Please vote “Yes” to aboriginal treaty rights for Six Nations (poll is today only!)

The question: Does the Six Nations Confederacy have the right to charge fees to builders in Brantford?

The answer: Yes. Canada must honour treaty (incl. land use) rights of all first nations people!

Vote here.   (Hurry! The poll question will change after today.)

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Join Canada’s First Nations’ ‘Day of Action’

2008 edition announced here.




As members and friends of Canada’s original peoples, aboriginal peoples, prepare for Friday’s Day of Action – be it peaceful protests or inconvenient blockades – we might all remind ourselves just how bad things are here for so many, and why they might be more than a little bit fed up!

CTV – First Nations communities in crisis: report

Members and friends of my faith community, Trinity-St. Paul’s United Church, will be joining the rally and march Friday at noon from the area near Convocation Hall on King’s College Circle (U of T) to Queen’s Park.


The Assembly of First Nations (AFN)[1] is calling on all Canadians to a National Day of Action to support Aboriginal struggles for justice and treaty rights on June 29, 2007. The National Day of Action is a day for Canadians and First Nations to stand together to raise awareness about the situation of First Nations and the solutions that will improve that situation. The day will call attention to the urgency of securing a better future for First Nations children through addressing poverty; and upholding respect, dignity and fairness for First Nations.

The United Church calls on the Government of Canada to honour First Nations treaty and land rights with the firm conviction that access to land and resources are central to ending poverty in First Nations communities in Canada.

Recognizing our own complicity in the attainment of First Nations rights in Canada, the General Council of the United Church of Canada is calling on its members to support First Nations justice and right relationship through:

Prayers or organizing a prayer vigil on June 29, 2007. The following United Church of Canada resources may assist with organizing a prayer vigil.

    1. A Healing Journey for Us All- Uncovering the Wounds of Empire: A United Church of Canada resource for Healing and Reconciliation.
    2. Toward Justice and Right Relationship. A Beginning: A Study Guide for Congregations and Church groups as they Forge New Relationships with First Nations Peoples
    3. Hear Our Voices, First Nations of Canada Speak: A four-part video study that explores the social, political, economic and cultural rights of First Nations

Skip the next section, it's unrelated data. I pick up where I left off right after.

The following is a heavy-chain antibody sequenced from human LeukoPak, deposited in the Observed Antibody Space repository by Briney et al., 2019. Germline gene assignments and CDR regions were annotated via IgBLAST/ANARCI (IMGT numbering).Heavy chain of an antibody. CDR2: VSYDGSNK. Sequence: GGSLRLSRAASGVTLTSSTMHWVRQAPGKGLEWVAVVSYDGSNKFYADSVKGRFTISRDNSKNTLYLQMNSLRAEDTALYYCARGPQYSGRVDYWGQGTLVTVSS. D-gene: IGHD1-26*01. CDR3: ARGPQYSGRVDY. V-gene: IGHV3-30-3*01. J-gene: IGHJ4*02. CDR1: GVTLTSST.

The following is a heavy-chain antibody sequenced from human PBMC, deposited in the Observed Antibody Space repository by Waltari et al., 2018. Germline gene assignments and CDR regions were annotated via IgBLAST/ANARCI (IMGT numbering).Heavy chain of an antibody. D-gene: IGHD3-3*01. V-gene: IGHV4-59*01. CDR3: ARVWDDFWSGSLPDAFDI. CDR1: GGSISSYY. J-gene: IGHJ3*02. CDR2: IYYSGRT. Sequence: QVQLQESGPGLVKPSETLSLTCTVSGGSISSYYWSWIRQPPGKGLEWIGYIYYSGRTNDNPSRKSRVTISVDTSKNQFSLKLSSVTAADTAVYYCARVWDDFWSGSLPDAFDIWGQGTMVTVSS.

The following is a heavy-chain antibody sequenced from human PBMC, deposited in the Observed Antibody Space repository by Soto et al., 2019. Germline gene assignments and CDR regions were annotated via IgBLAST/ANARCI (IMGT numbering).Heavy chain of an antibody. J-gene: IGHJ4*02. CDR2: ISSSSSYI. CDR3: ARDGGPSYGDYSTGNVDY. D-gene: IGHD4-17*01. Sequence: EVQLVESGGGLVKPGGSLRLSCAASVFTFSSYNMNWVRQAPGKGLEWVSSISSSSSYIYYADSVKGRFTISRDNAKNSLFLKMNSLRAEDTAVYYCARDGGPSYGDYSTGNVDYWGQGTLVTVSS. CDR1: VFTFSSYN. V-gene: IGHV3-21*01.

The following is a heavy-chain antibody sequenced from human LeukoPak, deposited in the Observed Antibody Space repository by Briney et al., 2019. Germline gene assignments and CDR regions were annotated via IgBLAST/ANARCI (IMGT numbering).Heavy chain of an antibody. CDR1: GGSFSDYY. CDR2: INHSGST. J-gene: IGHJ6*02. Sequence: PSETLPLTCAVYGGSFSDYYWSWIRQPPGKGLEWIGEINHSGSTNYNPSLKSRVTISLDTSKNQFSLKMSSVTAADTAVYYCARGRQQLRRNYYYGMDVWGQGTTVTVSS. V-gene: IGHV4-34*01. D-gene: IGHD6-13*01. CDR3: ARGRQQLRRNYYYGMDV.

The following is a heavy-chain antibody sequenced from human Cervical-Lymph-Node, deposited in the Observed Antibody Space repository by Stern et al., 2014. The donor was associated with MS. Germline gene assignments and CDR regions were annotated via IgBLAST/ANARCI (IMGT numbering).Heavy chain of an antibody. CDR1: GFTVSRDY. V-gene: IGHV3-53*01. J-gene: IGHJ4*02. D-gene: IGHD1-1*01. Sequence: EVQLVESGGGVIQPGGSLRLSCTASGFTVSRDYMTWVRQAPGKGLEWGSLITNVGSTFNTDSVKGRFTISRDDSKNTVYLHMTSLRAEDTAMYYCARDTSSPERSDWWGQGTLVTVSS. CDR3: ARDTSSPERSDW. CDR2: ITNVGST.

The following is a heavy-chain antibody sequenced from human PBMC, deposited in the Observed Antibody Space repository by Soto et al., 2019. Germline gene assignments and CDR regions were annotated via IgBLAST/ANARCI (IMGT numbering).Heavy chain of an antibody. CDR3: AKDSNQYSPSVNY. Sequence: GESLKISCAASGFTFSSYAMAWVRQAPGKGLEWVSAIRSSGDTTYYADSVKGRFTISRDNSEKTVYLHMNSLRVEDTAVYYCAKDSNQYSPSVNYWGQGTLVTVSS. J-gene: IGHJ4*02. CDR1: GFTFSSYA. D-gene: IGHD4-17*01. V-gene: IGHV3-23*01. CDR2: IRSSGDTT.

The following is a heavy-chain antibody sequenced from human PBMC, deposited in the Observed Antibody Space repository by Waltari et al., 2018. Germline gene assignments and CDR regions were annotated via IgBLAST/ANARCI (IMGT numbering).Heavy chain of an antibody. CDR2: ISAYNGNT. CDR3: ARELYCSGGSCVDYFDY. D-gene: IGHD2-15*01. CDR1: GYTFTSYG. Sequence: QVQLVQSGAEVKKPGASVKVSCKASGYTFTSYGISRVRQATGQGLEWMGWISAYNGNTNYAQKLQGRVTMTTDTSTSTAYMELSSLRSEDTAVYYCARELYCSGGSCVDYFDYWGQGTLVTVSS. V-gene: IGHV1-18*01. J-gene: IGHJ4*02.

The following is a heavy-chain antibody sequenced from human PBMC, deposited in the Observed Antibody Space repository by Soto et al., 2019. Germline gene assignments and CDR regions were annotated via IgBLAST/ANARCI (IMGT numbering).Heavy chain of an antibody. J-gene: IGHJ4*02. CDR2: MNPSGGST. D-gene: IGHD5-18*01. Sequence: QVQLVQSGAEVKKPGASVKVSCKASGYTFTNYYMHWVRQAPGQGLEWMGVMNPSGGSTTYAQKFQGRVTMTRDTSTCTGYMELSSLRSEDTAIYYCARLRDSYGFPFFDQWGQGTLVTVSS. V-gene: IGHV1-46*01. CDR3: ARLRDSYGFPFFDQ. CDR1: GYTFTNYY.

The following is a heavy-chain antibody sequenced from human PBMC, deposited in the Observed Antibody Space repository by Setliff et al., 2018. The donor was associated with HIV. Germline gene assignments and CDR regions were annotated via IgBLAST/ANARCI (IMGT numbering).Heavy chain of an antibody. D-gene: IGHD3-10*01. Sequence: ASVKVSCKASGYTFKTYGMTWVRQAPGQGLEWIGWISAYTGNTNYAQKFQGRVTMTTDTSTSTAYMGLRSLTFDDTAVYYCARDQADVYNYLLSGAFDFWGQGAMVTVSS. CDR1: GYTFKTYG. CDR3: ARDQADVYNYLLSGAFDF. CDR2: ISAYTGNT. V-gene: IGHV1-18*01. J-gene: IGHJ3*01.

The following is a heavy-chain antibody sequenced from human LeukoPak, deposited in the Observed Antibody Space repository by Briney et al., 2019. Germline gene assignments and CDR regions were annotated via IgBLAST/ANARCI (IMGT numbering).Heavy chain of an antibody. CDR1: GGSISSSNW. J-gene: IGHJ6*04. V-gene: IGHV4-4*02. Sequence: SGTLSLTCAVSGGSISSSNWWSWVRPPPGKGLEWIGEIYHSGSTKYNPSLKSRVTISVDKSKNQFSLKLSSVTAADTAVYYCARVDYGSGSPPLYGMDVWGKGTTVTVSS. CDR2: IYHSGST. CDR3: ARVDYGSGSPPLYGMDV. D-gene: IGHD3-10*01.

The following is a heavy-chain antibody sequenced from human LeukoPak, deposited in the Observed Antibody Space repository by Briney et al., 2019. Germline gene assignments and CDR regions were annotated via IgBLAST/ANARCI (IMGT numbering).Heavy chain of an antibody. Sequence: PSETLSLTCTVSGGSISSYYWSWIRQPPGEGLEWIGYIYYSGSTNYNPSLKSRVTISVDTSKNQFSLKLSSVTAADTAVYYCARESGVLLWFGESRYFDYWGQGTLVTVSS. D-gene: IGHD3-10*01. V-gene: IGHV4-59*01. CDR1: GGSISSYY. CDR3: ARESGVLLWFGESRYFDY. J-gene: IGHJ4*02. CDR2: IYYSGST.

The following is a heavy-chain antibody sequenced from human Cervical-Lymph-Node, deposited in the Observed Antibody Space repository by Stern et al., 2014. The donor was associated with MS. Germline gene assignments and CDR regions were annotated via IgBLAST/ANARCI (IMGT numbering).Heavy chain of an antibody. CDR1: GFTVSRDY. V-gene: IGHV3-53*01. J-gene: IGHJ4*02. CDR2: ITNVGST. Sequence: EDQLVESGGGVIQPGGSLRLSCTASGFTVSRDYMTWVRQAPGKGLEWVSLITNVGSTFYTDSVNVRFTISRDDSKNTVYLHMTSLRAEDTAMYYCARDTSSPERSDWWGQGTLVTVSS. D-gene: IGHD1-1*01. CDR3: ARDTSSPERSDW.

4. That All May Be One: A Resource for Educating Towards Racial Justice


Contacting your local member of Parliament, the Prime Minister, and  the Minister of Indian Affairs to tell them you support justice and fairness for First Nations, and that you want the Government of Canada to work in partnership with First Nations to resolve long-standing issues. You can write the Prime Minister’s office at: Office of the Prime Minister, 80 Wellington Street, Ottawa K1A 0A2.


Discerning other appropriate solidarity actions in your context. Including getting information about the National Day of Action (June 29) in your area. You can get this information by contacting the AFN and/or your regional AFN office (information is available on the AFN website at

For more information on the United Church of Canada support for the day please contact  

Choice U. Okoro,  e-mail: 

Human Rights and Peace Justice, Global and Ecumenical Relations Unit.

3250 Bloor Street West, Suite 300 Toronto, ON M8X 2Y4 Canada

Tel: 1.800-268-3781 Voice Mail: 416-2315931 Ext. 4061 Fax 416-231-3103

[1] The Assembly of First Nations (AFN) is the national organization representing First Nations citizens in Canada.



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Continued student debt (in English or French) – ‘That’s Our Canada. Voilà Notre Canada’: Cons

Among the many ways the French language uses the new Harper government’s budget title “Aspire” are:

yearn for, yes, but also breathe in or inhale, or – worsesuck in or suck up.

(Check the Dictionnaire Français-Anglais at if you don’t believe me.)

This would account for the Bloc’s strategic no-brainer to support the budget.

Let’s see if the Harpocrites get a re-elected Charest government they would like in the Québec election or a minority parliament, like their own, the governing party to be determined later.

I also wait to see how federal Liberals in Québec justify, via endless nuance, voting against the Harper-Flaherty budget which makes such strides in addressing the ‘fiscal imbalance’ that is such a sore point in the province.